BOONE'S CHAPEL, Ala. — The home Willard Hollon had shared with his son and granddaughters is gone now, as is the one where his daughter lived, both twisted from their foundations by a tornado and tossed into the woods nearby.
The storms that devastated parts of the Deep South destroyed his family, too: Willard, his son Steve and daughter Cheryl all were killed when the winds roared through.
The storms that smacked the Midwest and South left 17 people dead in four states, including the Hollons. The system then plowed east through North Carolina and Virginia on Saturday.
In North Carolina's capital, Raleigh, a tornado damaged homes and business, Raleigh, and stranding hikers in western part of the state with flooding. There were no immediate reports of injuries. The Virginia Department of Emergency Management reported on its Twitter feed that at least eight houses were destroyed and four people injured.
In Alabama, Steve Hollon had recently retired from the Air Force and moved into his father's home with his wife and two daughters while they remodeled a home of their own up the road — he had come to this small community about 25 miles from Montgomery to be closer to his dad.
Henley Hollon lived across the street from his brother Willard and had come outside after the storm passed to make sure everyone was all right. The winds whirled, the lights went out and it all lasted less than a minute, he said. All he saw were a set of wooden steps and flowerbeds, the blooms still on the plants as though nothing happened. An American flag once displayed outside Cheryl's home had been draped over a tree branch about 100 feet away.
"When I shined the light out there I could see it was all gone," Willard Hollon said.
Hymnals still rested on the pews at the nearby Boone's Chapel Baptist Church, even though the walls and roof had blown away. Tammie Silas joined other church members to clean up the debris and came upon two photos of the Hollon family.
"This is all they've got left," Silas said as she clutched the pictures.
Willard Hollon's wife, Sarah, his granddaughters and Steve's wife all survived.
A neighbor, retired Alabama Power employee Don Headley, echoed what others in an area accustomed to nasty weather and the threat of tornadoes had said: When the storm bore down on them, they thought the worst had already ended. He had been on his patio and thought he and his wife were in the clear.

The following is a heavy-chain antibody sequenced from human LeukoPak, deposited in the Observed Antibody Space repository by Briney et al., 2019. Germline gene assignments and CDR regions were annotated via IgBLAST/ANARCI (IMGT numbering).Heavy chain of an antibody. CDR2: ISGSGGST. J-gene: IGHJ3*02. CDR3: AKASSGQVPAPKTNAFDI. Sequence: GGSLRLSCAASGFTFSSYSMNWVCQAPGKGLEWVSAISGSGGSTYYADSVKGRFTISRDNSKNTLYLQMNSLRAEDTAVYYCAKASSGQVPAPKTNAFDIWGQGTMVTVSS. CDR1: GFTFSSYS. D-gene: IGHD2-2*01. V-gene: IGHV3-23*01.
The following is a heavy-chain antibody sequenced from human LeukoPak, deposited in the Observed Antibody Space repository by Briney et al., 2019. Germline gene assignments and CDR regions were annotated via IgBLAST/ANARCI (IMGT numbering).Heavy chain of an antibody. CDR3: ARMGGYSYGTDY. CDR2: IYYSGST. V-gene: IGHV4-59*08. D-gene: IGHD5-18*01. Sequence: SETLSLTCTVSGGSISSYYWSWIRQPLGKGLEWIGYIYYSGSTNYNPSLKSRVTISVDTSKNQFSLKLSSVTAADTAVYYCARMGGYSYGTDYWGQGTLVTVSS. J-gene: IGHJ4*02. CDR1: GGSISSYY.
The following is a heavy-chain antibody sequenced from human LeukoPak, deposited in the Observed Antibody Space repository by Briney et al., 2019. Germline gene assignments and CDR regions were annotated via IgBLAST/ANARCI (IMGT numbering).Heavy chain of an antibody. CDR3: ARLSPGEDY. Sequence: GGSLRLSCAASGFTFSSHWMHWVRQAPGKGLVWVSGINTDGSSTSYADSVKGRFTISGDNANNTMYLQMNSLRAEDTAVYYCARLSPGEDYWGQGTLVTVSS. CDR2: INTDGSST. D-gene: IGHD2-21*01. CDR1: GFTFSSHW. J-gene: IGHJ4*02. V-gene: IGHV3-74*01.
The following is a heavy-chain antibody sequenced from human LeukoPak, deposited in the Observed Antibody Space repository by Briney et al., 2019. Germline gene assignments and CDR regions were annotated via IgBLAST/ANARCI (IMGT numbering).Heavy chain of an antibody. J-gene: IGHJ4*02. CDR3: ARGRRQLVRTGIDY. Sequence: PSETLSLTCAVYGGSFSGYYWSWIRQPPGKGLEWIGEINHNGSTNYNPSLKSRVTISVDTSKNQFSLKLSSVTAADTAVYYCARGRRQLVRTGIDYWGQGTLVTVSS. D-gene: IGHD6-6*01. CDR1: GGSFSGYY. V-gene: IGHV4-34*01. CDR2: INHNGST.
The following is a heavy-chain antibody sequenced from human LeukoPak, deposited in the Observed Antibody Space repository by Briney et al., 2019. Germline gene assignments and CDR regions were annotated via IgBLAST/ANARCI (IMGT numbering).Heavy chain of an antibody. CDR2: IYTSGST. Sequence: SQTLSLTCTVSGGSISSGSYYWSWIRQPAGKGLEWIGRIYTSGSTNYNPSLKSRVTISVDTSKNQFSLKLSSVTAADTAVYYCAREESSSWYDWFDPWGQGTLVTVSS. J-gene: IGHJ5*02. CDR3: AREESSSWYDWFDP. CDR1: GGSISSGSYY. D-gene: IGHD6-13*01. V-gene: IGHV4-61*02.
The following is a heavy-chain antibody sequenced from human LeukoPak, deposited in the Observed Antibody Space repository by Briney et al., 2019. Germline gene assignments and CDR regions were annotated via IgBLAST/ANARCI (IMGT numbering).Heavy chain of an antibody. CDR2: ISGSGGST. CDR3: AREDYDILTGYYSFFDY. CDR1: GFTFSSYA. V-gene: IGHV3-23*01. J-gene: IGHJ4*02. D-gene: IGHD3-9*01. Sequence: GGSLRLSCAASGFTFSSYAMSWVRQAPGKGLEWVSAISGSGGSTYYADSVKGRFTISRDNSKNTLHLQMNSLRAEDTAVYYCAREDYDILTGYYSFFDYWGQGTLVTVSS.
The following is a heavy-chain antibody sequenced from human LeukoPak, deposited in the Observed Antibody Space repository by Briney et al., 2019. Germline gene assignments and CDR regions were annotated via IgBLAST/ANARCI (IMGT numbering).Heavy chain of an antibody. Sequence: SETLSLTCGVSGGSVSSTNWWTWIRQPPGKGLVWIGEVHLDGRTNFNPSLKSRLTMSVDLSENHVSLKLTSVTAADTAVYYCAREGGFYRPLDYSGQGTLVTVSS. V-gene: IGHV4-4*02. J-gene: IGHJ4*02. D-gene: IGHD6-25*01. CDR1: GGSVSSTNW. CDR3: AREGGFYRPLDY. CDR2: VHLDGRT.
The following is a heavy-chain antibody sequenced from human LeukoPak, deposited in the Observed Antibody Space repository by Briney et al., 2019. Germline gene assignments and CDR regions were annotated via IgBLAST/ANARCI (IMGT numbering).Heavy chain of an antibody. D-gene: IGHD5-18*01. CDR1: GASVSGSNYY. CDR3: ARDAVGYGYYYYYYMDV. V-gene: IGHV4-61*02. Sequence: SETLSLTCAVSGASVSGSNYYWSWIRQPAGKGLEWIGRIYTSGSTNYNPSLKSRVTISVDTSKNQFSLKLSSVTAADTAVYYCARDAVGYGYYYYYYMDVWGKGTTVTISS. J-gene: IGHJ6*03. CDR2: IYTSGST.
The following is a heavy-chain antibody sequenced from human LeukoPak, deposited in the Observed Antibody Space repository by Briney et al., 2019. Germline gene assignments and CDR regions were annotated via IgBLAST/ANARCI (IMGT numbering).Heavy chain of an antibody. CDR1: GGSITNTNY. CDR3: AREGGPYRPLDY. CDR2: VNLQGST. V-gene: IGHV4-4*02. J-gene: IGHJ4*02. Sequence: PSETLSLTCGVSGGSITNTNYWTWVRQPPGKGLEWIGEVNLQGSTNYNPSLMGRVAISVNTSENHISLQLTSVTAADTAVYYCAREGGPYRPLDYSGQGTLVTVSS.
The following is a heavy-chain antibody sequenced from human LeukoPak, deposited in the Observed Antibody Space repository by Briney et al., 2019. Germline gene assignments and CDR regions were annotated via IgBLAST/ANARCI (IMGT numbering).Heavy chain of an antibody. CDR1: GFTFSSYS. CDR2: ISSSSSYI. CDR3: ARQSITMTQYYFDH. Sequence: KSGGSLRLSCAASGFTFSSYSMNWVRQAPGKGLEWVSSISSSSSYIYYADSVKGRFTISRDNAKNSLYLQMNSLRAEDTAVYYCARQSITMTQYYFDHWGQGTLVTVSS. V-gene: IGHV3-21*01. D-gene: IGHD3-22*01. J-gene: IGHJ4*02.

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"The rain was just in sheets. There was a big bang. It sounded like something was tearing off my roof. Limbs were rolling off the roof," he said.
The noise ended in less than a minute, and Headley went back out on his patio. Where he had been standing moments earlier a two-inch wide limb was now driven through the patio roof, he said.
Autauga County Chief Deputy Sheriff Joe Sedinger said seven others were hurt in the area, including a firefighter injured during rescue operations. He said the storm hopscotched for several miles, leaving some areas devastated and others untouched.
Seven people were hurt in the storm, including a firefighter injured during the emergency response, Sedinger said. He said the storm hopscotched for several miles, leaving some areas devastated and others untouched.
Mother, sons killed in their mobile home
In Alabama's Washington County, about 50 miles north of Mobile, a mother and her two children were among those killed, said county coroner Rickey Davidson. A woman in her 30s and two teenage boys died when the storm demolished a double-wide mobile home in the Deer Park community.
The woman's husband survived and was in the hospital, he said. Winds had thrown items 100 yards from where the home had stood.
"It was not a pretty sight," Davidson said.
In Marengo County in west-central Alabama, four separate tornadoes hit over the span of about five to six hours, and a man was killed when his mobile home was tossed nearly a quarter of a mile, emergency management director Kevin McKinney said.
Another death was reported in Mississippi's Greene County, said Jeff Rent, a spokesman for the Mississippi Emergency Management Agency. He did not have further details, and the Greene County Sheriff's Office did not immediately return a phone message Saturday.
A state of emergency had been declared for the whole state of Alabama, and even the first NASCAR race of a busy weekend at Talladega Superspeedway was postponed.
Tornadoes first started touching down Thursday in Oklahoma, where two people were killed before the system pushed into Arkansas and left another seven dead, including three children.
Back in Boone's Chapel, Henley Hollon talked about his family with Gov. Robert Bentley, who visited to comfort victims. The two looked at Hollon family photos that neighbors had pulled from debris scattered over a quarter-mile, as Hollon told Bentley he and his wife didn't have time to get into a hallway when they realized the tornado was hitting.
"If God wanted us, we was in the big room, where He could have got us," Hollon said. "I don't try to outguess God."
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